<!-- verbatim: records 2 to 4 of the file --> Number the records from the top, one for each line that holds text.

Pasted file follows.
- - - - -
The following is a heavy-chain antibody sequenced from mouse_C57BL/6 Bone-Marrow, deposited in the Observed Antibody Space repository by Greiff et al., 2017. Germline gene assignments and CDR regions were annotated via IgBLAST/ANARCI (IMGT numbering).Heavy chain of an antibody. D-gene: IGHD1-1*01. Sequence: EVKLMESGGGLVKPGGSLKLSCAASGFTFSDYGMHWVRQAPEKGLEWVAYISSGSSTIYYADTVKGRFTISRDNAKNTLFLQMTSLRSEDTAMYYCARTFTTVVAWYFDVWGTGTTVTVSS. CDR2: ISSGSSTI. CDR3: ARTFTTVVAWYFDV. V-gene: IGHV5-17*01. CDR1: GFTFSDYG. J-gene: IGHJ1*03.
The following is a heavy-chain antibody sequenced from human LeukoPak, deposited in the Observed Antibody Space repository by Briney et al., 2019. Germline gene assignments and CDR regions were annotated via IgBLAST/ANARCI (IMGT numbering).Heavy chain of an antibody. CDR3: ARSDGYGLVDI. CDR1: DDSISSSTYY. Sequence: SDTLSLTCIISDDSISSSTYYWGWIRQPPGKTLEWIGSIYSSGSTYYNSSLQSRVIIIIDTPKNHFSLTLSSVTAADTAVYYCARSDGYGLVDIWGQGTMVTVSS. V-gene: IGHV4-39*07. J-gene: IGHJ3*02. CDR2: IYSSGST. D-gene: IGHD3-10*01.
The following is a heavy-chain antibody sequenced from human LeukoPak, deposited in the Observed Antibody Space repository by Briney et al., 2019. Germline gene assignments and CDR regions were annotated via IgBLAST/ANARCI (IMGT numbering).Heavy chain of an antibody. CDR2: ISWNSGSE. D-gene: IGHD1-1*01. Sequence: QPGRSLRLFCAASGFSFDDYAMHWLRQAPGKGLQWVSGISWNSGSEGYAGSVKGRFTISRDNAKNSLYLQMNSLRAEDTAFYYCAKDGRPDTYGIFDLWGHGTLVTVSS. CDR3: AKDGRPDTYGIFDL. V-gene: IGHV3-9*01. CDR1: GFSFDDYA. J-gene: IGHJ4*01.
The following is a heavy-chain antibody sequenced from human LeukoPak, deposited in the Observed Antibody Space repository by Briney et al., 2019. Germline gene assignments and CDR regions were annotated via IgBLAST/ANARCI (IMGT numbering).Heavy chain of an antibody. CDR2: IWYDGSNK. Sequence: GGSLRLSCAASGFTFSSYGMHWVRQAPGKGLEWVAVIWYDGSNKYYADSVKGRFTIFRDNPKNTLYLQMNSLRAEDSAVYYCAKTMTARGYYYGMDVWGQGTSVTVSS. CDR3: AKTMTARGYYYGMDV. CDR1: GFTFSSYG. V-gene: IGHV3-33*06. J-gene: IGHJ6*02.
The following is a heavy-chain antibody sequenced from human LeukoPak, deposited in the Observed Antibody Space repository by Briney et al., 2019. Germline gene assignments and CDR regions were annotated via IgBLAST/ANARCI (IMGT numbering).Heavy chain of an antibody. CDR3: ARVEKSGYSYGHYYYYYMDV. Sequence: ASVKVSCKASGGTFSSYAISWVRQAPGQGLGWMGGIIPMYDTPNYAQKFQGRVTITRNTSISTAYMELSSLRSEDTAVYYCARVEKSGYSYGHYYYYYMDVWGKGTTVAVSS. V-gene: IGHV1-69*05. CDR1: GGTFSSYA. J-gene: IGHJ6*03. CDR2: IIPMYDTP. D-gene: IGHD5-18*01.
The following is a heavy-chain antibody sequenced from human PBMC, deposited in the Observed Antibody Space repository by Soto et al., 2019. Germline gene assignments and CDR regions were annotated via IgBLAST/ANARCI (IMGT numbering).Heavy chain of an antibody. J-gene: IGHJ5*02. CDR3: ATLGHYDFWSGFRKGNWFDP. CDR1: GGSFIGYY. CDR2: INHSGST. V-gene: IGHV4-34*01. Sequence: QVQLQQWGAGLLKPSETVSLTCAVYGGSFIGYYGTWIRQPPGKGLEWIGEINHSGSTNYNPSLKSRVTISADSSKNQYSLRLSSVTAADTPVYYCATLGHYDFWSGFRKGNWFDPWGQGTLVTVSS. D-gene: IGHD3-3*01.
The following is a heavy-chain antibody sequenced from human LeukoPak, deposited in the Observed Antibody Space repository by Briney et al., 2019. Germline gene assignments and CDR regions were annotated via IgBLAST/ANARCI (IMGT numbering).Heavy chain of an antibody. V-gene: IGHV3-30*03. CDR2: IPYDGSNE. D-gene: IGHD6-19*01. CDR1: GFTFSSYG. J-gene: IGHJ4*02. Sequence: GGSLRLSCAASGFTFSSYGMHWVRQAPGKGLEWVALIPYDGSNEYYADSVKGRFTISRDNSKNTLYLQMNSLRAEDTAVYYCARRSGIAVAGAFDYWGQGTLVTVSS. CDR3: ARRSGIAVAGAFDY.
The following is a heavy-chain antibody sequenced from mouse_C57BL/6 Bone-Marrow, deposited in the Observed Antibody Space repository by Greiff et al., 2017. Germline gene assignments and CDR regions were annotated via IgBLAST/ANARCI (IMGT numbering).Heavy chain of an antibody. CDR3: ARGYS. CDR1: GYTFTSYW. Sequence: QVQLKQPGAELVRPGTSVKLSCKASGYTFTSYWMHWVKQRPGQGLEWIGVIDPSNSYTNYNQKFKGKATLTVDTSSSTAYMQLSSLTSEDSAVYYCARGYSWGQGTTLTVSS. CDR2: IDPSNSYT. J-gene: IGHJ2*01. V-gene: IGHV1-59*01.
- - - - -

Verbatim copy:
The following is a heavy-chain antibody sequenced from human LeukoPak, deposited in the Observed Antibody Space repository by Briney et al., 2019. Germline gene assignments and CDR regions were annotated via IgBLAST/ANARCI (IMGT numbering).Heavy chain of an antibody. CDR3: ARSDGYGLVDI. CDR1: DDSISSSTYY. Sequence: SDTLSLTCIISDDSISSSTYYWGWIRQPPGKTLEWIGSIYSSGSTYYNSSLQSRVIIIIDTPKNHFSLTLSSVTAADTAVYYCARSDGYGLVDIWGQGTMVTVSS. V-gene: IGHV4-39*07. J-gene: IGHJ3*02. CDR2: IYSSGST. D-gene: IGHD3-10*01.
The following is a heavy-chain antibody sequenced from human LeukoPak, deposited in the Observed Antibody Space repository by Briney et al., 2019. Germline gene assignments and CDR regions were annotated via IgBLAST/ANARCI (IMGT numbering).Heavy chain of an antibody. CDR2: ISWNSGSE. D-gene: IGHD1-1*01. Sequence: QPGRSLRLFCAASGFSFDDYAMHWLRQAPGKGLQWVSGISWNSGSEGYAGSVKGRFTISRDNAKNSLYLQMNSLRAEDTAFYYCAKDGRPDTYGIFDLWGHGTLVTVSS. CDR3: AKDGRPDTYGIFDL. V-gene: IGHV3-9*01. CDR1: GFSFDDYA. J-gene: IGHJ4*01.
The following is a heavy-chain antibody sequenced from human LeukoPak, deposited in the Observed Antibody Space repository by Briney et al., 2019. Germline gene assignments and CDR regions were annotated via IgBLAST/ANARCI (IMGT numbering).Heavy chain of an antibody. CDR2: IWYDGSNK. Sequence: GGSLRLSCAASGFTFSSYGMHWVRQAPGKGLEWVAVIWYDGSNKYYADSVKGRFTIFRDNPKNTLYLQMNSLRAEDSAVYYCAKTMTARGYYYGMDVWGQGTSVTVSS. CDR3: AKTMTARGYYYGMDV. CDR1: GFTFSSYG. V-gene: IGHV3-33*06. J-gene: IGHJ6*02.